Tuesday, March 20, 2007

Making the Most of Your Education

Decades ago a high school education might have been enough to secure life's essentials: Food, shelter, even a spanking paddle with holes in it, if one was lucky. Nowadays employees are expected to be familiar with global finance, information technology, and how the Chalupa Supreme™ differs from the Gordita Supreme™. As a service to readers who may be wondering how to educate themselves for the 21st century, we have compiled a list of essential courses that are readily available in most community colleges and/or Books On Tape:

Introductory Microeconomics -
Have you ever wondered what causes gas prices to rise or why engineering students never get laid? Microeconomics shows how simple ideas like supply and demand effect the phenomena we see in every day life. Topics covered include marginal utility, factors of production, and why people would throw their money into a blender if it was labeled "Real Estate: No Money Down!!!" Also covered: Making moral relativism work for YOU.

Sales 101 -
Many people mistakenly assume that usefulness and sound marketing are the most important aspect of selling a product. In reality, sales is an art that fuses individual skills (matching ties with short-sleeve dress shirts, finding out which drugstores sell the best colognes, and when to feign an inability to communicate in English) into a more meaningful whole. "Getting a foot (or, failing that, a crowbar) in the door" is emphasized, as is the importance of getting testimonials from obese mullet heads who can plausibly claim to make $1,000 per minute while urinating into a water balloon. Independent observations at local mattress retailers are required.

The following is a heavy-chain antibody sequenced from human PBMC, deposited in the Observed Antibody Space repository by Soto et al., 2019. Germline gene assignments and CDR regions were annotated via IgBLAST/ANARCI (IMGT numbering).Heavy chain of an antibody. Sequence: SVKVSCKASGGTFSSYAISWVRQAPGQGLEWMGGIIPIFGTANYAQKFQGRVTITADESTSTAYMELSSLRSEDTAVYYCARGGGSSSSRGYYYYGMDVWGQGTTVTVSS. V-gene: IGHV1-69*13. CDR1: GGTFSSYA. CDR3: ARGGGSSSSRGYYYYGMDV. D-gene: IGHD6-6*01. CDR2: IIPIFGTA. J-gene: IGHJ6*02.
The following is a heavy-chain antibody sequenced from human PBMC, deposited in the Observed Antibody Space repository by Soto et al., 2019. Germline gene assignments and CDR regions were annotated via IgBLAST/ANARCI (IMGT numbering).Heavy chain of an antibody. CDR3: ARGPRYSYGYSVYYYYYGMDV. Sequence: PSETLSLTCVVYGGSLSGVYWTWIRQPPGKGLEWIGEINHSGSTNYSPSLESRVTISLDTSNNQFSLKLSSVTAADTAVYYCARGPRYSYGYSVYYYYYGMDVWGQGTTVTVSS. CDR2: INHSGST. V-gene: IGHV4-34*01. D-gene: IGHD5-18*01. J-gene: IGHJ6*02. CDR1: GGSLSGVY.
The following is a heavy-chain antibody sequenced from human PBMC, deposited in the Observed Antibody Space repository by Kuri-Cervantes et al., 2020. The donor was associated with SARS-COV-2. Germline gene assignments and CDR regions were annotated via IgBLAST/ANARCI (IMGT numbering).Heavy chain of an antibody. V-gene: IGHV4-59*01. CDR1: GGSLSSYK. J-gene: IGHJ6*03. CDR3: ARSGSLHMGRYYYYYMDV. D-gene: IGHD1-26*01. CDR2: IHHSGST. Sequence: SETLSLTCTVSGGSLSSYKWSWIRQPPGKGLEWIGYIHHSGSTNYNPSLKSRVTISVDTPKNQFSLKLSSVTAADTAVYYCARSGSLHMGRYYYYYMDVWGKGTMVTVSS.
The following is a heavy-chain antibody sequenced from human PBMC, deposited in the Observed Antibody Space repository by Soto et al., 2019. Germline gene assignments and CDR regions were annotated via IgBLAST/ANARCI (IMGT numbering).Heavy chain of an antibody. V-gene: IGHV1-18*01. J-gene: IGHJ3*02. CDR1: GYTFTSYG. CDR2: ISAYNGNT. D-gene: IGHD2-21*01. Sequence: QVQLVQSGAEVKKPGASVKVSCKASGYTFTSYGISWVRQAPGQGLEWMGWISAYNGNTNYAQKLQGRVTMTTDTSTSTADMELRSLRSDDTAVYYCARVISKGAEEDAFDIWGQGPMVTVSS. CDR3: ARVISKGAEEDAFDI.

Beginning Philosophy -
For centuries mankind has grappled with fundamental questions of morality and existence. Is it ever right to commit a moral wrong? Is the life of a polar bear worth more than that of a sloth? What if the sloth is a patron of the Metropolitan Opera House? Is it possible to have lower self-esteem than Franz Kafka? Students will explore these conundrums and many others by examining the works of history's greatest thinkers, such as Socrates, Friedrich Nietzsche, Soren Kierkegaard, and Lou Dobbs. Ultimately, students will gain an understanding of humanity's most enduring philosophical debates and why they are better off going into investment banking.

Understanding the Physical World -
Finally, a science course for those of us who have trouble remembering the integers. Topics to be emphasized include plants, animals, the sun, and not being late to football practice. Students will gain an understanding of evolution and why we should be nicer to pigeons. The final exam is mandatory and students will be required not only to differentiate between 15 species of dinosaurs, but also to correctly predict which one would beat the others in a fight.


Anonymous said...

Lou Dobbs is more religious prophet than philosopher.

Anonymous said...

LOL Lou Dobbs with Socrates, Nietzsche and Kierkegaard. CRAZY!

Jonathan said...

Good to know that at least one of our visitors reads the New Yorker.

You know how George W. Bush said his favorite philosopher was Jesus Christ? Well that's how I feel about Lou Dobbs.